Thursday, July 21, 2005

Chapter 6

We had a rough start.

With two years of marriage behind us, and no research at all, we took off for the United States. The day after we landed at Logan, we realized that not only did neither of us have the faintest idea of what we would do for a living, but that I was pregnant. And so began what was to be the most difficult time either of us had ever known.

Of course we were delighted at the thought of a baby and we figured, fools that we were, he'd get a great job in no time. Unlike many others in our position, we had a small advantage: we had sold our flat in London and the pound was strong against the dollar, so we had enough for a downpayment on a new place here. This is what we should have done (she says now, through her middle aged eyes...) : We should have purchased a condo in Brookline or Cambridge, and got involved in the life of the city, until our situation called for the suburban solution.

This is what we actually did: I had this fantasy that all of New England outside of Boston was like....I dunno....Putney, Vermont? Bennington? Amherst? You know, artsy fartsy, intellectual, academic,

But Pembroke Massachusetts turned out to be a place of uninterrupted boredom and ignorance. Today, it is a place of Garage Mahals and yuppies, but back then you could still find people who had never been to Boston, a mere 45 minute drive up Rte 3. Even the free local papers weren't distributed there. We, as I said, being young and stupid, purchased the classic money pit, a late 19th century farmhouse on 3 acres, with a crumbling barn. A week after we moved in, a neighbor asked me where we came from, and I said, "London". I will never forget what she asked me then.

" O mye Gawwd, How'd ya get ya stuff ovah?"

And I said....."a moving company?"

To which she replied "We just use mye cousin Cawnnah's chruck"

I was off to a bad start. It wasn't helped by the morning sickness , nor by another neighbor's definition of what made the neighborhood so nice. She told me "You'll like this neighborhood, we keep to ourselves, we don't live at our neighbor's houses, and we're not the type to coffee klatch"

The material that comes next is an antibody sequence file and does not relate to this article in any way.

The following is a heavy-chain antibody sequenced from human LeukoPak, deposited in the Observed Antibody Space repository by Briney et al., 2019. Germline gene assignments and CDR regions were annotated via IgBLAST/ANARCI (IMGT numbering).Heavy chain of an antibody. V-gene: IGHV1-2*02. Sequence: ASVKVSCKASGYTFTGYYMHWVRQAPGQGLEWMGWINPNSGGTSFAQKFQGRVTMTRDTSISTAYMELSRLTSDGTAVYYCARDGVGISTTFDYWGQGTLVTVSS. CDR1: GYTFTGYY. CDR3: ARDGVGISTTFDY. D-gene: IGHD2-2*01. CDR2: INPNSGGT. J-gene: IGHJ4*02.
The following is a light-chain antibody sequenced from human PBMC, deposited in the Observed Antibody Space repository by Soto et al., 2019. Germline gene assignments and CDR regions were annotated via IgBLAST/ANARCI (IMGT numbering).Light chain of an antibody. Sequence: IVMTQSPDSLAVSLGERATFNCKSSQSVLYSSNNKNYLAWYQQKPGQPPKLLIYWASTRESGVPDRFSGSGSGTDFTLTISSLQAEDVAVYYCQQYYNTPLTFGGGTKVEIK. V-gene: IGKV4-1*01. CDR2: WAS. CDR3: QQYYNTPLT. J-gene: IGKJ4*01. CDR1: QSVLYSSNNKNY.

Now you see, where I come from, we say it this way: " You'll like this neighborhood,
it's very friendly, there are get togethers and potlucks, and the young mothers meet up for coffee once a week"

I was also informed that I'd make lots of friends once my children started school, and seeing as that was about five years and eight and a half months into the future, it wasn't looking good.

I should mention here that my husband found a job, a low paying job, at a bank which no longer exists and it was to this job that he drove our wee used 1980 Nissan Pulsar. Not the glam Nissan Pulsar it later became, but a tiny hatchback standard shift with two doors. So I was stuck out there in a house that need serious work. As I said....we were young and stupid, and we thought our $10,000 we'd put aside would be enough to fix the place up.

Okay...stop laughing....we really didn't know any better. When we asked the neighbors for the name of a good , say...plumber, electrician, housepainter, handyman, carpenter, exterminator, bricklayer, plasterer, repairman, landscaper.......... there was one standard answer: "I don't know, we never call anyone for those things, my husband does all of that".

When I was about seven months along, having spent most of them up a ladder breathing paint stripper, it began to occur to me that the baby's room wouldn't be done, and since by this point my mental state was frayed I came up with what I though was a lovely solution. Lets have a work party! We'll invite all the folks from our fellowship (more details momentarily) and provide lots of spaghetti, beer wine, whatever. We had begun to attend a Messianic group which met in a hotel in Brookline, and we announced it at the next meeting.

Well, we threw a party, and nobody showed up. I was beside myself. As I said...I was young, stupid and very pregnant and very lonely, so I did what people do in those situations, I reached out to the "pastor" (he wasn't calling himself "Rabbi" yet) and this was his Christlike response:

" Well Jan, you've only been here six months and nobody really cares if your baby's room gets painted. You can't expect people to extend themselves when you haven't been here long enough for anyone to care about you."

That is when we should have walked but we were too overwhelmed to think clearly. My husband grew up in household where there was staff, so he had no idea about general household maintenance. He was also I think in a functioning fugue type state, trying to adjust to a very alien culture where the language only sounds the same, but in reality is very different. He went from knowing everyone and having connections, to having no common experience with anyone, and very little money. He was dealing with the shock of the move in a male British way, keeping it all inside and just carrying on. I on the other hand was on the road to a nervous breakdown.

To be continued